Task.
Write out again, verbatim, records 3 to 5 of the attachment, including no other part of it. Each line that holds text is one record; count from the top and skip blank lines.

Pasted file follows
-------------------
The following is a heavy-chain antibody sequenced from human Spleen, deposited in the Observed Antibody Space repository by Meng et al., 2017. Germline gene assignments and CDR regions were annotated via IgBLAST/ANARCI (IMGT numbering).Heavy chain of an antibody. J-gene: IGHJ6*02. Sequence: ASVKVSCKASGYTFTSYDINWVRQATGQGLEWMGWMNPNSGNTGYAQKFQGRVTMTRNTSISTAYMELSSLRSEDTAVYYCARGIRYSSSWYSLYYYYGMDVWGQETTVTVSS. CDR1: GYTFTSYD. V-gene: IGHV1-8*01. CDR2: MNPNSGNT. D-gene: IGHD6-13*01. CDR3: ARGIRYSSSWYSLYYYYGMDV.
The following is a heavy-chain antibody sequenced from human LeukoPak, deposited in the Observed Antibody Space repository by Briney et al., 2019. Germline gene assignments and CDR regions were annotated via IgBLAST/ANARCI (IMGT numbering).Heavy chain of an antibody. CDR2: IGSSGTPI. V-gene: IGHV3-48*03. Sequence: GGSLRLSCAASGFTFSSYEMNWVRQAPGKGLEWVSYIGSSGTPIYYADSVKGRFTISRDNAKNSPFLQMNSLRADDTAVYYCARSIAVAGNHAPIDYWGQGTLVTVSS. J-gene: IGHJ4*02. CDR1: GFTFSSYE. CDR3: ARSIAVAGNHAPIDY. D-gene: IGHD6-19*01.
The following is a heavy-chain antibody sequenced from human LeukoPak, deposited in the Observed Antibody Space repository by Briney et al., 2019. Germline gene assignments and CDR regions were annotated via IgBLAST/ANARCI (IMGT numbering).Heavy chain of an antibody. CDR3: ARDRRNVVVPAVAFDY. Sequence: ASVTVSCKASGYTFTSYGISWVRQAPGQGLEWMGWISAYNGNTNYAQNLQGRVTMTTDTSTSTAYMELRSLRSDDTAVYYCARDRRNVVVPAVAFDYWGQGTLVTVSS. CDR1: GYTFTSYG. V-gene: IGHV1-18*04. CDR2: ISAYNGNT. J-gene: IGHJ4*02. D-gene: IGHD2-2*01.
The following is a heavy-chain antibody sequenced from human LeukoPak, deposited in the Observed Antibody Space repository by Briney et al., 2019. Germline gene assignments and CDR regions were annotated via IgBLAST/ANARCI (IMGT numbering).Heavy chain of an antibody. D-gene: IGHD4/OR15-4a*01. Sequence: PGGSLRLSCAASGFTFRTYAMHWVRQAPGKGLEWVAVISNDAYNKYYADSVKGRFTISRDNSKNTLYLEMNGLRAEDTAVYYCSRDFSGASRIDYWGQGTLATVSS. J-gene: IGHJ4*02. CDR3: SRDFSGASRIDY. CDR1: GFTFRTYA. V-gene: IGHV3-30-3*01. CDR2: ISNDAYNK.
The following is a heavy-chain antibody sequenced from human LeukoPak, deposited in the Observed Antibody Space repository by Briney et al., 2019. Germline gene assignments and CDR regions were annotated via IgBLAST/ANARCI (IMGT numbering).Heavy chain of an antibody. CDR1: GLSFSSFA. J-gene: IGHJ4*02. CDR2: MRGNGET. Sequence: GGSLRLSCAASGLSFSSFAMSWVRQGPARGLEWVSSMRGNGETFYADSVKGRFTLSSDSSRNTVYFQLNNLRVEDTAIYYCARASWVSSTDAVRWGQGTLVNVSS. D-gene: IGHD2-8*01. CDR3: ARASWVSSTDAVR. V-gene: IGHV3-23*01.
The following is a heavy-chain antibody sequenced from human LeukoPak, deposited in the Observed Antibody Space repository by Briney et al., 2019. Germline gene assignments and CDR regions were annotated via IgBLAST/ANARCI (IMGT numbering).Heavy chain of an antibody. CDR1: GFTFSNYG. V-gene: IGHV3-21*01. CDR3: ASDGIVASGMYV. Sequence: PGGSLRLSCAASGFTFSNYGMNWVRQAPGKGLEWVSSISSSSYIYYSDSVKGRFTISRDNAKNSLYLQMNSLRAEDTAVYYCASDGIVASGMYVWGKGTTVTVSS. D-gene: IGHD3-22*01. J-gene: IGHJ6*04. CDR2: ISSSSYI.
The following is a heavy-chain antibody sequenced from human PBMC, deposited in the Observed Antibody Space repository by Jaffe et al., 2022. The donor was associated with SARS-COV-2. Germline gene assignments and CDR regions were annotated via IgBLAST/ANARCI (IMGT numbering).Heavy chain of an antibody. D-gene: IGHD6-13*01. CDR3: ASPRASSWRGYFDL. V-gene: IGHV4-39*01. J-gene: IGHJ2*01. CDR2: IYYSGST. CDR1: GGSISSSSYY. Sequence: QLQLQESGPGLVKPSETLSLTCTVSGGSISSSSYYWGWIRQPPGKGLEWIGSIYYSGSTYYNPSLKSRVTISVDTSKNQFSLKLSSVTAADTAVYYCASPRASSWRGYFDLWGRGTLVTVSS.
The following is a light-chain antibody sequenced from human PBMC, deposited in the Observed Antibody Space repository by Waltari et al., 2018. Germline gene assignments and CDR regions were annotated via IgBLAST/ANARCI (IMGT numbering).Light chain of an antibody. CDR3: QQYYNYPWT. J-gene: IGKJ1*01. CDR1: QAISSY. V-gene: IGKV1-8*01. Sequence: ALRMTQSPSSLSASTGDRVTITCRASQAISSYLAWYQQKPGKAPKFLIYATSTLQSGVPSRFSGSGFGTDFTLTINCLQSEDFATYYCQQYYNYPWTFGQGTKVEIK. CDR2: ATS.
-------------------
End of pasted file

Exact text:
The following is a heavy-chain antibody sequenced from human LeukoPak, deposited in the Observed Antibody Space repository by Briney et al., 2019. Germline gene assignments and CDR regions were annotated via IgBLAST/ANARCI (IMGT numbering).Heavy chain of an antibody. CDR3: ARDRRNVVVPAVAFDY. Sequence: ASVTVSCKASGYTFTSYGISWVRQAPGQGLEWMGWISAYNGNTNYAQNLQGRVTMTTDTSTSTAYMELRSLRSDDTAVYYCARDRRNVVVPAVAFDYWGQGTLVTVSS. CDR1: GYTFTSYG. V-gene: IGHV1-18*04. CDR2: ISAYNGNT. J-gene: IGHJ4*02. D-gene: IGHD2-2*01.
The following is a heavy-chain antibody sequenced from human LeukoPak, deposited in the Observed Antibody Space repository by Briney et al., 2019. Germline gene assignments and CDR regions were annotated via IgBLAST/ANARCI (IMGT numbering).Heavy chain of an antibody. D-gene: IGHD4/OR15-4a*01. Sequence: PGGSLRLSCAASGFTFRTYAMHWVRQAPGKGLEWVAVISNDAYNKYYADSVKGRFTISRDNSKNTLYLEMNGLRAEDTAVYYCSRDFSGASRIDYWGQGTLATVSS. J-gene: IGHJ4*02. CDR3: SRDFSGASRIDY. CDR1: GFTFRTYA. V-gene: IGHV3-30-3*01. CDR2: ISNDAYNK.
The following is a heavy-chain antibody sequenced from human LeukoPak, deposited in the Observed Antibody Space repository by Briney et al., 2019. Germline gene assignments and CDR regions were annotated via IgBLAST/ANARCI (IMGT numbering).Heavy chain of an antibody. CDR1: GLSFSSFA. J-gene: IGHJ4*02. CDR2: MRGNGET. Sequence: GGSLRLSCAASGLSFSSFAMSWVRQGPARGLEWVSSMRGNGETFYADSVKGRFTLSSDSSRNTVYFQLNNLRVEDTAIYYCARASWVSSTDAVRWGQGTLVNVSS. D-gene: IGHD2-8*01. CDR3: ARASWVSSTDAVR. V-gene: IGHV3-23*01.